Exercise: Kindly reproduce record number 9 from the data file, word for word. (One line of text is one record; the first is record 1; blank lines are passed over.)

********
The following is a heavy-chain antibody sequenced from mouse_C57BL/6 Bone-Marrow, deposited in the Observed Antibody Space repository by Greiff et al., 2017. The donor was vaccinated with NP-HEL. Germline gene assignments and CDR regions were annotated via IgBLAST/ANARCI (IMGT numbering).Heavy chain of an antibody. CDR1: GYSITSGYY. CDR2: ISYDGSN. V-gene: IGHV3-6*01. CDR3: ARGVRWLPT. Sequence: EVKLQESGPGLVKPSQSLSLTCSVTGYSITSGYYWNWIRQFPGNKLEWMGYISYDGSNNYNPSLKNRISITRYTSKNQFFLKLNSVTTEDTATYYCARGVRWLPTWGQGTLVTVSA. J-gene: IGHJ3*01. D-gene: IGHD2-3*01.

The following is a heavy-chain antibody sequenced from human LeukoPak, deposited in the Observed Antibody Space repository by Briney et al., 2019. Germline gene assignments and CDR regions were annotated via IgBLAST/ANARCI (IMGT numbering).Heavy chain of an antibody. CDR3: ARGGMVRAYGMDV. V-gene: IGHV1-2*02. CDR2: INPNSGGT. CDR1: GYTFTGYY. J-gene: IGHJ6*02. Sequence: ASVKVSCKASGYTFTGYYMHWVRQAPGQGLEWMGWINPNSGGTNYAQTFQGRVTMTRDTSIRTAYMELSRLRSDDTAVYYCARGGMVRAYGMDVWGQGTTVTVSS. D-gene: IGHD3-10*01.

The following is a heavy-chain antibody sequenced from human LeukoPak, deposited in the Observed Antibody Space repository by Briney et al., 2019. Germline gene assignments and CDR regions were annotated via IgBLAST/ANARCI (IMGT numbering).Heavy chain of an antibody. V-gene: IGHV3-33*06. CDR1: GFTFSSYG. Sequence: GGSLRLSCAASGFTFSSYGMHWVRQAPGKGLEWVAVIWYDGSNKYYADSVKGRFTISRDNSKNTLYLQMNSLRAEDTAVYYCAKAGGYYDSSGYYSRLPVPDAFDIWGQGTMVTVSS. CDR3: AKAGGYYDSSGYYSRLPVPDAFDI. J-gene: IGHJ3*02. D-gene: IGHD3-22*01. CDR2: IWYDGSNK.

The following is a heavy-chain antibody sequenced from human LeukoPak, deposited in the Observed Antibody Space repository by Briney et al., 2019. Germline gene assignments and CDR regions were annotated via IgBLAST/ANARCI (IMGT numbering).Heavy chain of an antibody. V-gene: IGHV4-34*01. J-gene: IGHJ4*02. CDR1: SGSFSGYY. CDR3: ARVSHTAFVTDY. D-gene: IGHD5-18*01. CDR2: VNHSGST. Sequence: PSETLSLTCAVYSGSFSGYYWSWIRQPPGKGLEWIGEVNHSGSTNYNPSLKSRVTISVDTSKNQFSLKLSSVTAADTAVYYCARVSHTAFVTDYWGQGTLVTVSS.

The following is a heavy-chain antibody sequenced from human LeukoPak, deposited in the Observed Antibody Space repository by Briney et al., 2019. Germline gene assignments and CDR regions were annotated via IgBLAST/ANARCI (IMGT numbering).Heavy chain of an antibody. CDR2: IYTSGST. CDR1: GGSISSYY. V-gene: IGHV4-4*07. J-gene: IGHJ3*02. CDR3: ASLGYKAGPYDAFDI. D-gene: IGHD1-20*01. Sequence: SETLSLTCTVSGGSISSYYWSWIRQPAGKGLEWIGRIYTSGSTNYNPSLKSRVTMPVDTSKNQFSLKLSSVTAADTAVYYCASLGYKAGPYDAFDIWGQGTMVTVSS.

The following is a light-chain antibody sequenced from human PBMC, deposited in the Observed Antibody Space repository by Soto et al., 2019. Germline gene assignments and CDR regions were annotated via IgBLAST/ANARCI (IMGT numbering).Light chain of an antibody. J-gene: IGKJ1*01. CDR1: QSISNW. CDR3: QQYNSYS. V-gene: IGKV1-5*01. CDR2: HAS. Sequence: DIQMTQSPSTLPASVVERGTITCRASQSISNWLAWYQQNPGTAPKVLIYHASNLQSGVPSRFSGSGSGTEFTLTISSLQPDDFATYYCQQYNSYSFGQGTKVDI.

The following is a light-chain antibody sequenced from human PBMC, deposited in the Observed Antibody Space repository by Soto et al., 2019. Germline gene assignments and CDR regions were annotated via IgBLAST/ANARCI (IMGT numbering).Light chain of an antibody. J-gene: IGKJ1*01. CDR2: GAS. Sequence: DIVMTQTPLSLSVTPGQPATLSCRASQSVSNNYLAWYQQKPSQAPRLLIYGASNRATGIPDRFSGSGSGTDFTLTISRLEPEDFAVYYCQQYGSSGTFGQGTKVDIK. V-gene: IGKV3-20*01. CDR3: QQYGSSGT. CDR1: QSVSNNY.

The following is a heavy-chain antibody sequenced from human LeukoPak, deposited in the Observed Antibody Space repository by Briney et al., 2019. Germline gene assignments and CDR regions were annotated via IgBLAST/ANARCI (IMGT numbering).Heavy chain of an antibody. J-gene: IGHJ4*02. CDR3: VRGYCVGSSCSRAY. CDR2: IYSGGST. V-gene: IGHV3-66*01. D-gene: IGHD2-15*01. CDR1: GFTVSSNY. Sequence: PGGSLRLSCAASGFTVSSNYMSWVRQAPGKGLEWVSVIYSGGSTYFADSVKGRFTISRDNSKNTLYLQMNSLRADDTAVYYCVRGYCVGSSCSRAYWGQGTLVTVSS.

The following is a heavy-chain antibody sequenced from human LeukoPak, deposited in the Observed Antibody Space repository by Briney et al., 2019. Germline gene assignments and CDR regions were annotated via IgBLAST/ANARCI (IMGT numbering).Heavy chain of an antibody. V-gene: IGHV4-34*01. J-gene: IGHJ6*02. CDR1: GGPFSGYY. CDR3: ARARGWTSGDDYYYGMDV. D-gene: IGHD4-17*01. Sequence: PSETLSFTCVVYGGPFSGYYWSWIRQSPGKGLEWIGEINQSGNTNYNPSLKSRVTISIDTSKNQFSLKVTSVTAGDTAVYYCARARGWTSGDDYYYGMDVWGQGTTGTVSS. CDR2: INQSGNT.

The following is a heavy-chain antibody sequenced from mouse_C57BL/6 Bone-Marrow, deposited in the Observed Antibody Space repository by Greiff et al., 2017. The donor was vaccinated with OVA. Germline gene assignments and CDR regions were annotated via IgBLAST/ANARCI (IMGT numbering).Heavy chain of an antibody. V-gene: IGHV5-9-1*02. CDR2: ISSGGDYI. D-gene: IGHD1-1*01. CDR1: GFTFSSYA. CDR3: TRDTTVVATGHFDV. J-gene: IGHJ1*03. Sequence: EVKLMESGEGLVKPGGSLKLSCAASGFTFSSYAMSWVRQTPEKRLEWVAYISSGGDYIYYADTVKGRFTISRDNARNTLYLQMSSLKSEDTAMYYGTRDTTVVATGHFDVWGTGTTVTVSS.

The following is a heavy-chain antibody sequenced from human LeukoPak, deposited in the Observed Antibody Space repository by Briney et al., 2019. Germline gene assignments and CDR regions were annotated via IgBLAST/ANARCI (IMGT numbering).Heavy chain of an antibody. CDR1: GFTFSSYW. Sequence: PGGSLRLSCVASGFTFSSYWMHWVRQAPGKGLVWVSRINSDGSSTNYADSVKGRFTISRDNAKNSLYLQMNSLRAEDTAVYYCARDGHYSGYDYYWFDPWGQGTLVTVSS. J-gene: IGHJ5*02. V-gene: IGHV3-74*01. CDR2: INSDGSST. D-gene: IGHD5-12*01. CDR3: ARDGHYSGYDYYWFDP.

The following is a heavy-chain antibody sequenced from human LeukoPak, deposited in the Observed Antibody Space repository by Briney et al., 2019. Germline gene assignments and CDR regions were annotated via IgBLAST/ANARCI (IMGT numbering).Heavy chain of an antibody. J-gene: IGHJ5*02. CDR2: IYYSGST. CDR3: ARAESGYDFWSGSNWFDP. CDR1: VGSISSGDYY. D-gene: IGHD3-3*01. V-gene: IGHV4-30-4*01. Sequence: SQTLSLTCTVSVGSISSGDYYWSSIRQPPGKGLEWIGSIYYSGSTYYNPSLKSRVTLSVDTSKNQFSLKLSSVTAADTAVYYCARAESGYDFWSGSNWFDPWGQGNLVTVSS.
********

The following is a heavy-chain antibody sequenced from human LeukoPak, deposited in the Observed Antibody Space repository by Briney et al., 2019. Germline gene assignments and CDR regions were annotated via IgBLAST/ANARCI (IMGT numbering).Heavy chain of an antibody. V-gene: IGHV4-34*01. J-gene: IGHJ6*02. CDR1: GGPFSGYY. CDR3: ARARGWTSGDDYYYGMDV. D-gene: IGHD4-17*01. Sequence: PSETLSFTCVVYGGPFSGYYWSWIRQSPGKGLEWIGEINQSGNTNYNPSLKSRVTISIDTSKNQFSLKVTSVTAGDTAVYYCARARGWTSGDDYYYGMDVWGQGTTGTVSS. CDR2: INQSGNT.